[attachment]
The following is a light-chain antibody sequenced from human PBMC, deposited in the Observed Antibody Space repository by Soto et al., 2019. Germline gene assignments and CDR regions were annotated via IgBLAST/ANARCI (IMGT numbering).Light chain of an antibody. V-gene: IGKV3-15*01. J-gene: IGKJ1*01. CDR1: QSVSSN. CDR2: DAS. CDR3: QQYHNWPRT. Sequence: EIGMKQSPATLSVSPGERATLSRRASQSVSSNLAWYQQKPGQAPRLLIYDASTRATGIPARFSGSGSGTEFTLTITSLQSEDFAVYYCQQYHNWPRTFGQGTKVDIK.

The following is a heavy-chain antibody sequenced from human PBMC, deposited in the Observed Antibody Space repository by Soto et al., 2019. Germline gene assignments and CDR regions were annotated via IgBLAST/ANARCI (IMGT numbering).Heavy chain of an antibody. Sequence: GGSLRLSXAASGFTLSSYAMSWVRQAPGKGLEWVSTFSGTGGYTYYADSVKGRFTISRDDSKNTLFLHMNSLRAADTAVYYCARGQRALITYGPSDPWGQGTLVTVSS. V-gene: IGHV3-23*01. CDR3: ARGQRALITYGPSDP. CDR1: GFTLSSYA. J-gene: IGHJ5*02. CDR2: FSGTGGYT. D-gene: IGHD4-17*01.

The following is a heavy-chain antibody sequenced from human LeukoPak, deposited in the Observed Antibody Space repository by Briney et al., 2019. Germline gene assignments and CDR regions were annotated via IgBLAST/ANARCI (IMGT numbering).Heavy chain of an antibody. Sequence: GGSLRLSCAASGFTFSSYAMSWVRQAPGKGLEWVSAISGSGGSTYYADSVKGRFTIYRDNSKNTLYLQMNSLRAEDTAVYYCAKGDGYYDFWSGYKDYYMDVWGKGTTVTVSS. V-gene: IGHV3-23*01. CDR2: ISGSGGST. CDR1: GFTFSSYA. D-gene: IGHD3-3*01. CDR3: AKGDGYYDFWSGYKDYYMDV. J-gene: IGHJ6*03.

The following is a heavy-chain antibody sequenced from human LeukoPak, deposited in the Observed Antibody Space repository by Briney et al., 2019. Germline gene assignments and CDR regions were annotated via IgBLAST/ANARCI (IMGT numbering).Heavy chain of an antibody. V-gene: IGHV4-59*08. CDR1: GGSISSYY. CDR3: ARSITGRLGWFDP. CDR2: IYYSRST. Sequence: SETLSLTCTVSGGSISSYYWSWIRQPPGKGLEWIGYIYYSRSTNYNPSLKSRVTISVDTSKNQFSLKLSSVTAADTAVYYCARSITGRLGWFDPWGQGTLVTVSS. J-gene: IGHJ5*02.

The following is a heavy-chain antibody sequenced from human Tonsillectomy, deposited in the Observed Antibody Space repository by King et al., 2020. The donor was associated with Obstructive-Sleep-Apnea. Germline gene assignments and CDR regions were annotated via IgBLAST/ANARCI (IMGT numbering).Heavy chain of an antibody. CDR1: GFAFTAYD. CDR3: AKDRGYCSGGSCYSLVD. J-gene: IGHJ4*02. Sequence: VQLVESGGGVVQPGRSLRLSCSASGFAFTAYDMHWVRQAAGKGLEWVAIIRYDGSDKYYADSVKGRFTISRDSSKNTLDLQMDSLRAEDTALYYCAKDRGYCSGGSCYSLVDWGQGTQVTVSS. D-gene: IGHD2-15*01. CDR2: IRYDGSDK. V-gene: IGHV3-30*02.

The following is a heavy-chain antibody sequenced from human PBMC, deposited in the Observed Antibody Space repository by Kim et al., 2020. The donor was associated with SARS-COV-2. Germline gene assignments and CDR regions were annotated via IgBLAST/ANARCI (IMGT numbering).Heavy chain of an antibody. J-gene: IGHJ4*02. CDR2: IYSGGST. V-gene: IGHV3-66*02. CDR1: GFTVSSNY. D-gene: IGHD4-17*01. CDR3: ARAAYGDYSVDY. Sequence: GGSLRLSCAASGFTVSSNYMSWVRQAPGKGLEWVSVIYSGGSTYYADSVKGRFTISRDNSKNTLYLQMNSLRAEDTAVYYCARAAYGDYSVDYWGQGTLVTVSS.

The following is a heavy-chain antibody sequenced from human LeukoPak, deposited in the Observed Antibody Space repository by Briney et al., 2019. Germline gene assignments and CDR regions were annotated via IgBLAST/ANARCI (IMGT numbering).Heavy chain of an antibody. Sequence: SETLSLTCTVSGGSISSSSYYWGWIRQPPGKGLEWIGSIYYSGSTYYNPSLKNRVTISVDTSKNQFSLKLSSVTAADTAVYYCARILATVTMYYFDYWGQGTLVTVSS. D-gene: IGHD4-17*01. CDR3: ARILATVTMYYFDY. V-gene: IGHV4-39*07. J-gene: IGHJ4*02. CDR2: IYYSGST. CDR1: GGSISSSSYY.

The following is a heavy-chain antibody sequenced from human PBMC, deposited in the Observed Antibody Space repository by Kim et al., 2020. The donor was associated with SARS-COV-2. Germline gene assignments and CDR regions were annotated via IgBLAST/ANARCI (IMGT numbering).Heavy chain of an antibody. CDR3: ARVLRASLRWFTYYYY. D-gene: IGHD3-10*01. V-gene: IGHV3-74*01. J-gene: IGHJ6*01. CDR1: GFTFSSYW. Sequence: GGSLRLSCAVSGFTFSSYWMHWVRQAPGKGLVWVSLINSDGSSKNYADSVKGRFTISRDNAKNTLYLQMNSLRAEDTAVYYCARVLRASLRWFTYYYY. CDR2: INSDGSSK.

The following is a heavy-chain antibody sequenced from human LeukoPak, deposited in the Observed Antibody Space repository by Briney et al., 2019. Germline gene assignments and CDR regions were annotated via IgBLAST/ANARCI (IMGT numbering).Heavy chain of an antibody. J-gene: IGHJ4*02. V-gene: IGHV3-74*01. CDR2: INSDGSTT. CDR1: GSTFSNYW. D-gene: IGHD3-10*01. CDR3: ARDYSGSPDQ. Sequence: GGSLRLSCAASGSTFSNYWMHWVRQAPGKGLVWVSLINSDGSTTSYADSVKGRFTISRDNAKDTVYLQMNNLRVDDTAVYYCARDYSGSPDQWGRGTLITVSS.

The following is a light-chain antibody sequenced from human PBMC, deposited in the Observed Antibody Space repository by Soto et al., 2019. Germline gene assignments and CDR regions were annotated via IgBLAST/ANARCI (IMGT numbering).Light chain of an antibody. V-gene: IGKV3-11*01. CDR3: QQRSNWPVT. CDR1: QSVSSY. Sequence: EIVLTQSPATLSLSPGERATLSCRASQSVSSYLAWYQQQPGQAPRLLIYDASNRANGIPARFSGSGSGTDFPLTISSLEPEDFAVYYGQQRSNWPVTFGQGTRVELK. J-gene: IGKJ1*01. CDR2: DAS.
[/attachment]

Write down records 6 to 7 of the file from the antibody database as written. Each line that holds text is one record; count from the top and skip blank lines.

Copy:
The following is a heavy-chain antibody sequenced from human PBMC, deposited in the Observed Antibody Space repository by Kim et al., 2020. The donor was associated with SARS-COV-2. Germline gene assignments and CDR regions were annotated via IgBLAST/ANARCI (IMGT numbering).Heavy chain of an antibody. J-gene: IGHJ4*02. CDR2: IYSGGST. V-gene: IGHV3-66*02. CDR1: GFTVSSNY. D-gene: IGHD4-17*01. CDR3: ARAAYGDYSVDY. Sequence: GGSLRLSCAASGFTVSSNYMSWVRQAPGKGLEWVSVIYSGGSTYYADSVKGRFTISRDNSKNTLYLQMNSLRAEDTAVYYCARAAYGDYSVDYWGQGTLVTVSS.

The following is a heavy-chain antibody sequenced from human LeukoPak, deposited in the Observed Antibody Space repository by Briney et al., 2019. Germline gene assignments and CDR regions were annotated via IgBLAST/ANARCI (IMGT numbering).Heavy chain of an antibody. Sequence: SETLSLTCTVSGGSISSSSYYWGWIRQPPGKGLEWIGSIYYSGSTYYNPSLKNRVTISVDTSKNQFSLKLSSVTAADTAVYYCARILATVTMYYFDYWGQGTLVTVSS. D-gene: IGHD4-17*01. CDR3: ARILATVTMYYFDY. V-gene: IGHV4-39*07. J-gene: IGHJ4*02. CDR2: IYYSGST. CDR1: GGSISSSSYY.